Mooring operations are challenging and sometimes lead to fatal accidents onboard; Therefore, Gard alerts that the first line ashore has the highest potential to snap given the level of load it can experience to steady a moving vessel.
Mooring and unmooring operations hide a number of risks for those who get involved, many times leading to a fatal accident or a collision; Thus, it is of a great importance when conducting any mooring operation to follow specific steps to ensure the safety of all those conducting the operation.
The Swedish Club issued its December’s monthly scenario focusing on a serious injury when during mooring operations the AB threw the heaving line to the line handler, with the monkey fist heavily hitting him on the head; The Club stresses that the mooring operations should always be in line with the instructions from their flag state, port state and ideally what is stated in the COSWP.
Mr. Konstantinos Koronakis, CEO, D.KORONAKIS SA makes a brief assessment of MEG-4, pinpointing areas of improvement after one year of implementation. As a line manufacturer, he provides insight into key issues concerning mooring, highlighting that mooring operations are certainly challenging but also safe when all precautions are taken.
A large LNG carrier was docked in an LNG terminal in UK. The 345.30m LOA carrier was moored with a total number of 20 lines (high modulus polyethylene ropes) following the ‘3-2-3-2 fore and aft’ rule. The vessel had 22 lines on board (as per manufacturer’s requirements) to be used during mooring operations of 44mm diameter Steelite Superline Xtra high modulus polyethylene (HMPE) with a specified minimum breaking load (MBL) of 137t.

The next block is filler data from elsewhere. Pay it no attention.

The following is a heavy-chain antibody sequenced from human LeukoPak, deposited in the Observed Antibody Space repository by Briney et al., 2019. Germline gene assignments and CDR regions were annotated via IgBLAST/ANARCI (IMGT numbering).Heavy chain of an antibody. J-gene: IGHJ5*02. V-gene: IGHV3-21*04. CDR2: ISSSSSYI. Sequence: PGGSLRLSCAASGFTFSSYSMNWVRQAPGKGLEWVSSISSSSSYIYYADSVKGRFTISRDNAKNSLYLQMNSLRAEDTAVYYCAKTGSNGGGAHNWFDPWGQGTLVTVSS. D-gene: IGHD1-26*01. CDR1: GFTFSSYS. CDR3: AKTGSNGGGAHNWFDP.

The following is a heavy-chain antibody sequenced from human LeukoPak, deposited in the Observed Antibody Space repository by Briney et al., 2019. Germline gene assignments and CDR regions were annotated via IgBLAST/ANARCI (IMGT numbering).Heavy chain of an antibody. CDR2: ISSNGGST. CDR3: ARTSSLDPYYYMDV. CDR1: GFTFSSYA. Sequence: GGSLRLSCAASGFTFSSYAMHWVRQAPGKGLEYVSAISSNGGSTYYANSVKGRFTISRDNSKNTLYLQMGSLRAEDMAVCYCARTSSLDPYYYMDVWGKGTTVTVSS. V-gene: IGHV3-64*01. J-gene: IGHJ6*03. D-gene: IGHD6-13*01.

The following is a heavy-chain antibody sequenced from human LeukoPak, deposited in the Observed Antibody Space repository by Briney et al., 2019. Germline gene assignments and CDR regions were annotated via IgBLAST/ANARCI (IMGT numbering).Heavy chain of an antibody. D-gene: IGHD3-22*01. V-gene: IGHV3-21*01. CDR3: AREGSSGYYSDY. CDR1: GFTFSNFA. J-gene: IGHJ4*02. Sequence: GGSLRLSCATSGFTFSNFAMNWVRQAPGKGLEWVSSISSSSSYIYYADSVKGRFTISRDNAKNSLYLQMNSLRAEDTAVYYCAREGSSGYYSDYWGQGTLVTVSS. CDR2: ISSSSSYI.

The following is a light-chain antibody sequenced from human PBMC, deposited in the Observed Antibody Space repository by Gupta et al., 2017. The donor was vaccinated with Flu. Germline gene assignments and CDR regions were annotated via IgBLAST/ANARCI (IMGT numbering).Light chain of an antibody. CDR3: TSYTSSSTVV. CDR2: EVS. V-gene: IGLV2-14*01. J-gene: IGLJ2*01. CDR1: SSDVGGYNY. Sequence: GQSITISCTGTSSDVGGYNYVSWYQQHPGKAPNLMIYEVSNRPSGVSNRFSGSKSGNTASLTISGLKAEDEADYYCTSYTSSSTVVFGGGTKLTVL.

In July 2018, OCIMF issued the fourth edition of its Mooring Equipment Guidelines (MEG4) to update related guidelines and include new chapters on Human Factors in Mooring Design, Jetty Design and Fittings, Ship Shore Interface and Alternative Technologies.
Mooring is a key operation onboard, hindering many challenges for crew members involved. In particular, many accidents involving mooring equipment have reported in the last years, resulting to injuries and expensive claims.
A dragging anchor is one of the many unwelcome incidents a ship may encounter during its operational life at sea. Sometimes the anchor may drag, something that may not be in control of the crew. So, what rests for the crew to do is to recognize the signs of a dragging anchor: Early identification is the key to avoid accident-related to the dragging anchor situations.
Speaking at SAFETY4SEA Forum in Athens, David Nichol, Senior Loss Prevention Executive, UK P&I Club focused on safe mooring, providing a brief overview of the challenges facing seafarers as well as common failures arising from mooring accident investigations.
Port of Helsinki ordered an additional automated mooring system, in line with the port’s efforts to optimize safety and efficiency and also reduce environmental impact, following similar orders from the Port of Turku and Port of Tallinn in recent months.
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